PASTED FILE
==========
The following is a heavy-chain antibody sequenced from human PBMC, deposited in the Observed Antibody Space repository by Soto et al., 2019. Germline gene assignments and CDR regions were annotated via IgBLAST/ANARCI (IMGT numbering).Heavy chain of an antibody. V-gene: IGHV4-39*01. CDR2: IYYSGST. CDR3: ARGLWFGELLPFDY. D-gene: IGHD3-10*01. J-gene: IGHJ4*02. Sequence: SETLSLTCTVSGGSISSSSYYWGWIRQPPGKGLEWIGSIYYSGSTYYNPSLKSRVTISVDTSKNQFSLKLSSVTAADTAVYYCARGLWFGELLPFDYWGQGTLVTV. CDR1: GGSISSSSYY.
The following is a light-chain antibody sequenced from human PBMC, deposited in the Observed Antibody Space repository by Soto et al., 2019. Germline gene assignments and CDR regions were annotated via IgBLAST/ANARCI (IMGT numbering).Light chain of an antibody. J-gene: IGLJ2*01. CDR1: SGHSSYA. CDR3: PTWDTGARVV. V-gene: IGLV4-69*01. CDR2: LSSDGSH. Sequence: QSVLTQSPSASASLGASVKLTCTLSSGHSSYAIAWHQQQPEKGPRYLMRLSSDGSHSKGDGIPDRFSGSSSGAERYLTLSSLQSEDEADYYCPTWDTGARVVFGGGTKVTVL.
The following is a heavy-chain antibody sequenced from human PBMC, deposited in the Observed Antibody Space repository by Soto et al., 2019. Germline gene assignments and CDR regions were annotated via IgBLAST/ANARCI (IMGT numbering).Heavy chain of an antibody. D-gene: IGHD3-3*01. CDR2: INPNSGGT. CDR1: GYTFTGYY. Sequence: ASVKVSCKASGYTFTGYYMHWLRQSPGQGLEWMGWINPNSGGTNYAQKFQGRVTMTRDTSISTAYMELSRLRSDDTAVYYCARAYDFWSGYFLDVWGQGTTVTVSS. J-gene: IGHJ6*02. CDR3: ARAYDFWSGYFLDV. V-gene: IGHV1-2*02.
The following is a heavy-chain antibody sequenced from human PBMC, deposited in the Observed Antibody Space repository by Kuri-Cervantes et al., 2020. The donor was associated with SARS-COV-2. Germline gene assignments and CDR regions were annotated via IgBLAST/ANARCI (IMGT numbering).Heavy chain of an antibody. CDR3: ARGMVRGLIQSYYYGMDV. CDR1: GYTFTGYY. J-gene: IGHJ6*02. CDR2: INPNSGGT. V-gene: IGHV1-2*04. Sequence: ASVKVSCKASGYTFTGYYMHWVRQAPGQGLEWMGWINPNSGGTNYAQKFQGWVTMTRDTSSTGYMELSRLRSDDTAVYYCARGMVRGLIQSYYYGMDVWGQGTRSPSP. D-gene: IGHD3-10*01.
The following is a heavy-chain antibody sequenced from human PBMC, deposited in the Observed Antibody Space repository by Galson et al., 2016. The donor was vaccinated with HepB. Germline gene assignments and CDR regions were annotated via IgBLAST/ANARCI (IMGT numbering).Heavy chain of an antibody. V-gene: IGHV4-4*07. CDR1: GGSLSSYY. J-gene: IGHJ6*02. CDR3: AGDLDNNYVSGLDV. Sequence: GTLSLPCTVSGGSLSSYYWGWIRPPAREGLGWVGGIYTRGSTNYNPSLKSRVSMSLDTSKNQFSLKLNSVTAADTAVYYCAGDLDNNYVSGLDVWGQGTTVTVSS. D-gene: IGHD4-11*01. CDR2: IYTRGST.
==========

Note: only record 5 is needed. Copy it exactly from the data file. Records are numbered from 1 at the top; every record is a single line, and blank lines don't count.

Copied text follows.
The following is a heavy-chain antibody sequenced from human PBMC, deposited in the Observed Antibody Space repository by Galson et al., 2016. The donor was vaccinated with HepB. Germline gene assignments and CDR regions were annotated via IgBLAST/ANARCI (IMGT numbering).Heavy chain of an antibody. V-gene: IGHV4-4*07. CDR1: GGSLSSYY. J-gene: IGHJ6*02. CDR3: AGDLDNNYVSGLDV. Sequence: GTLSLPCTVSGGSLSSYYWGWIRPPAREGLGWVGGIYTRGSTNYNPSLKSRVSMSLDTSKNQFSLKLNSVTAADTAVYYCAGDLDNNYVSGLDVWGQGTTVTVSS. D-gene: IGHD4-11*01. CDR2: IYTRGST.